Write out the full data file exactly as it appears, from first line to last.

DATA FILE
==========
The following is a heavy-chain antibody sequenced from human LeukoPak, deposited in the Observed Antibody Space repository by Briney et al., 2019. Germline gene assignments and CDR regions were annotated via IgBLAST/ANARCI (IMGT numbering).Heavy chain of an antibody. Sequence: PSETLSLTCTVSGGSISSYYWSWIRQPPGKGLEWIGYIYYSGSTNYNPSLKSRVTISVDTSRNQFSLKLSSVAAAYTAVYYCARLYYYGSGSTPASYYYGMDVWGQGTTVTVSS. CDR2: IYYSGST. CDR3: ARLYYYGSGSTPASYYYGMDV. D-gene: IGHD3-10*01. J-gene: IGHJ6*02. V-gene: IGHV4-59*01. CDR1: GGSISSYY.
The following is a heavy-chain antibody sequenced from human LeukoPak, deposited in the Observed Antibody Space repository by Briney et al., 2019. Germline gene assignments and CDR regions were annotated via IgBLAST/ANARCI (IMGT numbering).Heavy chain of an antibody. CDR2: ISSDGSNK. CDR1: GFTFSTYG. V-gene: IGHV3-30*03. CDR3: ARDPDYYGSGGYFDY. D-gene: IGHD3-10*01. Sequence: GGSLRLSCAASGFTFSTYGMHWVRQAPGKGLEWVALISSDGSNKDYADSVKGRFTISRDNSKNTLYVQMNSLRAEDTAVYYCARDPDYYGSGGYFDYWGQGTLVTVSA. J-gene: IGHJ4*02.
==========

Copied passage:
The following is a heavy-chain antibody sequenced from human LeukoPak, deposited in the Observed Antibody Space repository by Briney et al., 2019. Germline gene assignments and CDR regions were annotated via IgBLAST/ANARCI (IMGT numbering).Heavy chain of an antibody. Sequence: PSETLSLTCTVSGGSISSYYWSWIRQPPGKGLEWIGYIYYSGSTNYNPSLKSRVTISVDTSRNQFSLKLSSVAAAYTAVYYCARLYYYGSGSTPASYYYGMDVWGQGTTVTVSS. CDR2: IYYSGST. CDR3: ARLYYYGSGSTPASYYYGMDV. D-gene: IGHD3-10*01. J-gene: IGHJ6*02. V-gene: IGHV4-59*01. CDR1: GGSISSYY.
The following is a heavy-chain antibody sequenced from human LeukoPak, deposited in the Observed Antibody Space repository by Briney et al., 2019. Germline gene assignments and CDR regions were annotated via IgBLAST/ANARCI (IMGT numbering).Heavy chain of an antibody. CDR2: ISSDGSNK. CDR1: GFTFSTYG. V-gene: IGHV3-30*03. CDR3: ARDPDYYGSGGYFDY. D-gene: IGHD3-10*01. Sequence: GGSLRLSCAASGFTFSTYGMHWVRQAPGKGLEWVALISSDGSNKDYADSVKGRFTISRDNSKNTLYVQMNSLRAEDTAVYYCARDPDYYGSGGYFDYWGQGTLVTVSA. J-gene: IGHJ4*02.